In addition to his service on the Board of Directors tor the Workers' Compensation Section of the Broward County Bar, he has served the American Arbitration Association, the Academy of Florida Trial Lawyers, and the Friends of 440 Scholarship Fund, Inc. His service to the Friends of 440 has been notably long and outstanding. He is the recipient of numerous recognitions including the Friends of 440 Outstanding Achievement Award (2006) and the Friends of 440 Richard Sadow award in 2012 (as depicted in the picture at the end of this post, courtesy of the Friends of 440, and presented by Cory Schnepper). 

Mr. Steinberg has lectured before the Workers' Compensation Claims Professional Association (WCCP), the Florida Bar Workers' Compensation Section Winter Meeting and Seminar (multiple times). the Broward County Bar Workers' Compensation Section Seminar (multiple times), and more. His dedication to the education and development of the Bar and its members is well known and praiseworthy. He has also been a long-serving member of the 17th Judicial Circuit Grievance Committee for the Florida Bar. 

I am proud of the achievements and contributions Mr. Steinberg has made to his local community and the Florida workers' compensation community. I am as proud of the Broward County Bar Association Workers' Compensation Section for pausing to recognize his achievements and contributions. Its action marks a recognition of Mr. Steinberg certainly. But, as important, its chosen vehicle of a Hall of Fame recognizes that there are many in that community that are worthy of recognition. This presentation is a present action that foretells future recognition of others.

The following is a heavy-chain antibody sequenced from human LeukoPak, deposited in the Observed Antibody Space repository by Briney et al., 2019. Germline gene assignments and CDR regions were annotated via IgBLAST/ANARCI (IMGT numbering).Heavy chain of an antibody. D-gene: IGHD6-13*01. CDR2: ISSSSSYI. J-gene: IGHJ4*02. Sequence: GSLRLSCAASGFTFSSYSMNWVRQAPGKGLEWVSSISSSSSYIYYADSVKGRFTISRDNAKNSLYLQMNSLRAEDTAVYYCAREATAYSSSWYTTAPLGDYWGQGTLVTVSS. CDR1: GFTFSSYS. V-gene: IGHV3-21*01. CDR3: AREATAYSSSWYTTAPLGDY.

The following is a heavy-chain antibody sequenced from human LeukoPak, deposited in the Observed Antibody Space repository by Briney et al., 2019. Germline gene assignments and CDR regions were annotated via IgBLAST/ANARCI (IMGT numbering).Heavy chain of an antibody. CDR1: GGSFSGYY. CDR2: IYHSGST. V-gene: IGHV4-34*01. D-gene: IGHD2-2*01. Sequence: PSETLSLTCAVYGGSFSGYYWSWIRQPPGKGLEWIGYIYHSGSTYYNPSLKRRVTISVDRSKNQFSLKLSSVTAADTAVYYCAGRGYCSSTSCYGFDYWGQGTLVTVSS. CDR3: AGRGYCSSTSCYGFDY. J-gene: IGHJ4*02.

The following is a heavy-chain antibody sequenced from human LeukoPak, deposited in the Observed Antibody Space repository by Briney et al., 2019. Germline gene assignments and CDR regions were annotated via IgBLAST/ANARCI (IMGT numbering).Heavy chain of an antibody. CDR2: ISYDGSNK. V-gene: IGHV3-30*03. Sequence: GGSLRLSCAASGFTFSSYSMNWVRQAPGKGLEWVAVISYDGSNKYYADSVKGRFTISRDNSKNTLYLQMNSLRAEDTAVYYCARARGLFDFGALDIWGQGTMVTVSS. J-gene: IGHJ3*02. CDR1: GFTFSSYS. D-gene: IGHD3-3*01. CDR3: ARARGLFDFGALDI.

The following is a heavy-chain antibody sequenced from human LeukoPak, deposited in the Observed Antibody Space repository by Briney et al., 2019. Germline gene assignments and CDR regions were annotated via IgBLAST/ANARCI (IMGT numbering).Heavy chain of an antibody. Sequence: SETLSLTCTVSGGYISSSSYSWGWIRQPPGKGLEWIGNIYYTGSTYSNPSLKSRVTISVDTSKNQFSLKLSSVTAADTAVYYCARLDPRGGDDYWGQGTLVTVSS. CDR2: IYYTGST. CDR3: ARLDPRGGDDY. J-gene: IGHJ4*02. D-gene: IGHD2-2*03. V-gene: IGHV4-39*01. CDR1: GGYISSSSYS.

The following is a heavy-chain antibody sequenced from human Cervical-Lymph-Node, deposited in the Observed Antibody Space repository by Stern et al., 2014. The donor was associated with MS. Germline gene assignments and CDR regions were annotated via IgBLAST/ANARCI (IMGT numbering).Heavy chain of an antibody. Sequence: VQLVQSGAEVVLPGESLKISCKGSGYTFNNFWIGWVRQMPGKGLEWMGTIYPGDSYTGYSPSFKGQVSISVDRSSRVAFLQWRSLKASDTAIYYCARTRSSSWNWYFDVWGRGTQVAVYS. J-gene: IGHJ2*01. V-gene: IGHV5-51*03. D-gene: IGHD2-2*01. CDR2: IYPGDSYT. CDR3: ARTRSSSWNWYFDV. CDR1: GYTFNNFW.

I am pleased and grateful for the Bar's decision to institute this process. I am honored to be able to write about this inaugural induction and recognition. I only wish I were in the audience today. It is my fervent hope that the action today is a harbinger of many recognitions to come in the future. I hope you will join me in congratulating both the Bar and Mr. Steinberg.

Tuesday, February 25, 2020

Chatbots and Friends

The British Broadcasting Corporation recently ran A chatbot pulled me out of a 'really dark place'. It struck me for two reasons: the invasion of technology continues, and the time we spend on our screens is intriguing. 

The story focuses on a cancer survivor who experienced emotional issues following her diagnosis and the death of "her best friend." She complained of diminished motivation, and chose to turn to an online "mental health chatbot, called Vivibot." This is an application offered by a "social community for people affected by cancer," and is one of many chatbots said to be offered for mental health. 

While this cancer survivor lauded the bot, even those who design them admit that such applications "cannot treat clinical depression or clinical anxiety." They stress that these are not a replacement for "human interaction of any sort." The story quotes others who are critical of the bots. One says that "They make you believe that, if you just look on your phone and do a couple of self-help kind of things, that's going to take the place of the healing nature of a healthy relationship."